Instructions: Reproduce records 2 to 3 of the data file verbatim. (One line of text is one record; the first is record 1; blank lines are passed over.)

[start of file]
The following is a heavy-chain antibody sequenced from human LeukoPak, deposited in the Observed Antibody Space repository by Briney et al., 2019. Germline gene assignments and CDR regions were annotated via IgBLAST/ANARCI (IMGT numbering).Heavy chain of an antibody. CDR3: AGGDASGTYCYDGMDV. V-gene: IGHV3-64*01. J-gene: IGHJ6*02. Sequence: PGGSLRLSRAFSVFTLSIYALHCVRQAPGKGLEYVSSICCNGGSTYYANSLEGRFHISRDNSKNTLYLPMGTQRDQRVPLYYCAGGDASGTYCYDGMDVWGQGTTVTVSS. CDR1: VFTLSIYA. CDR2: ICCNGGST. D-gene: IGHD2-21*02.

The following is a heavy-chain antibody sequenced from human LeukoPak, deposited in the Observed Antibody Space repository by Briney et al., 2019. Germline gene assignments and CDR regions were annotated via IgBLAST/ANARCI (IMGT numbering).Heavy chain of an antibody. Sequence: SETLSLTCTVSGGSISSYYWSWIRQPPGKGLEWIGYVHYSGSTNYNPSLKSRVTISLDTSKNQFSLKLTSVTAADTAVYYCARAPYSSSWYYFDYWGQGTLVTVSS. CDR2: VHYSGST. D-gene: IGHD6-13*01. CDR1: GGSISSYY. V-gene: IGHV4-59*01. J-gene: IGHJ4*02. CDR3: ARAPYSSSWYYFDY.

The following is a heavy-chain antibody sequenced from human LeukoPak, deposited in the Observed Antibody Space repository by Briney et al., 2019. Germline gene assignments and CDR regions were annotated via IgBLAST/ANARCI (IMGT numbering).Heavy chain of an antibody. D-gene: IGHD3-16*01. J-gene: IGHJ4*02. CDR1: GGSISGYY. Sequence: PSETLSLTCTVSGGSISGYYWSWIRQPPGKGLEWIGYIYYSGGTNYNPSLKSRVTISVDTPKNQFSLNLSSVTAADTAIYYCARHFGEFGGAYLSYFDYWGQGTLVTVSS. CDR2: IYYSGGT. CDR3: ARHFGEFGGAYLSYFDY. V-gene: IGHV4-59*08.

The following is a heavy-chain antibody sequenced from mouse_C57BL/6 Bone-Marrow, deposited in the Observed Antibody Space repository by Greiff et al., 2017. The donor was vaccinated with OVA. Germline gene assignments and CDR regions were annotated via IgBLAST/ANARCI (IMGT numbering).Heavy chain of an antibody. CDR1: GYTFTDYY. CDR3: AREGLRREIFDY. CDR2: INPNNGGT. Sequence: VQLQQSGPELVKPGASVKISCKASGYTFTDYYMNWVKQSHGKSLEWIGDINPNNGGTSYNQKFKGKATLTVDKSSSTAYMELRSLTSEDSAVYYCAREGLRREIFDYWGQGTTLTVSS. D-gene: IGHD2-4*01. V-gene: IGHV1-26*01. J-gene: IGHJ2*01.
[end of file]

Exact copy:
The following is a heavy-chain antibody sequenced from human LeukoPak, deposited in the Observed Antibody Space repository by Briney et al., 2019. Germline gene assignments and CDR regions were annotated via IgBLAST/ANARCI (IMGT numbering).Heavy chain of an antibody. Sequence: SETLSLTCTVSGGSISSYYWSWIRQPPGKGLEWIGYVHYSGSTNYNPSLKSRVTISLDTSKNQFSLKLTSVTAADTAVYYCARAPYSSSWYYFDYWGQGTLVTVSS. CDR2: VHYSGST. D-gene: IGHD6-13*01. CDR1: GGSISSYY. V-gene: IGHV4-59*01. J-gene: IGHJ4*02. CDR3: ARAPYSSSWYYFDY.

The following is a heavy-chain antibody sequenced from human LeukoPak, deposited in the Observed Antibody Space repository by Briney et al., 2019. Germline gene assignments and CDR regions were annotated via IgBLAST/ANARCI (IMGT numbering).Heavy chain of an antibody. D-gene: IGHD3-16*01. J-gene: IGHJ4*02. CDR1: GGSISGYY. Sequence: PSETLSLTCTVSGGSISGYYWSWIRQPPGKGLEWIGYIYYSGGTNYNPSLKSRVTISVDTPKNQFSLNLSSVTAADTAIYYCARHFGEFGGAYLSYFDYWGQGTLVTVSS. CDR2: IYYSGGT. CDR3: ARHFGEFGGAYLSYFDY. V-gene: IGHV4-59*08.